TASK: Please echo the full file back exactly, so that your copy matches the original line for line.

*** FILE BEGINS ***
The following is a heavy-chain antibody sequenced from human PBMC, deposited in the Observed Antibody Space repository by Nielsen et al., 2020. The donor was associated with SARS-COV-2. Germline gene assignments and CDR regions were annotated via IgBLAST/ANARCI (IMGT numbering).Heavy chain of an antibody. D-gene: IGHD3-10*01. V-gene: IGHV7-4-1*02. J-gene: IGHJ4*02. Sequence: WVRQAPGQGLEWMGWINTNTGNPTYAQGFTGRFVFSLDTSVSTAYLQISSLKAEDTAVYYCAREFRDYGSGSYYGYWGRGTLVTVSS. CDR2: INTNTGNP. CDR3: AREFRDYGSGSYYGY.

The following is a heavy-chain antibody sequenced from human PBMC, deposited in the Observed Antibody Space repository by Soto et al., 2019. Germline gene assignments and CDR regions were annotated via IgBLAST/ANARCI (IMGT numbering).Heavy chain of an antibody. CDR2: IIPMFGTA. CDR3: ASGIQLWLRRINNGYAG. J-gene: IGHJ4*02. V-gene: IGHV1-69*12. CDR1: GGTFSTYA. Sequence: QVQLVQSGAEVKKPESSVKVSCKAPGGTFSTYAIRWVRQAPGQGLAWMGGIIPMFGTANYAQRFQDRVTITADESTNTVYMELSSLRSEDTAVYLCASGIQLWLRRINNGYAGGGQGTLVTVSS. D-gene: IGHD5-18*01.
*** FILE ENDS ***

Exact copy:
The following is a heavy-chain antibody sequenced from human PBMC, deposited in the Observed Antibody Space repository by Nielsen et al., 2020. The donor was associated with SARS-COV-2. Germline gene assignments and CDR regions were annotated via IgBLAST/ANARCI (IMGT numbering).Heavy chain of an antibody. D-gene: IGHD3-10*01. V-gene: IGHV7-4-1*02. J-gene: IGHJ4*02. Sequence: WVRQAPGQGLEWMGWINTNTGNPTYAQGFTGRFVFSLDTSVSTAYLQISSLKAEDTAVYYCAREFRDYGSGSYYGYWGRGTLVTVSS. CDR2: INTNTGNP. CDR3: AREFRDYGSGSYYGY.

The following is a heavy-chain antibody sequenced from human PBMC, deposited in the Observed Antibody Space repository by Soto et al., 2019. Germline gene assignments and CDR regions were annotated via IgBLAST/ANARCI (IMGT numbering).Heavy chain of an antibody. CDR2: IIPMFGTA. CDR3: ASGIQLWLRRINNGYAG. J-gene: IGHJ4*02. V-gene: IGHV1-69*12. CDR1: GGTFSTYA. Sequence: QVQLVQSGAEVKKPESSVKVSCKAPGGTFSTYAIRWVRQAPGQGLAWMGGIIPMFGTANYAQRFQDRVTITADESTNTVYMELSSLRSEDTAVYLCASGIQLWLRRINNGYAGGGQGTLVTVSS. D-gene: IGHD5-18*01.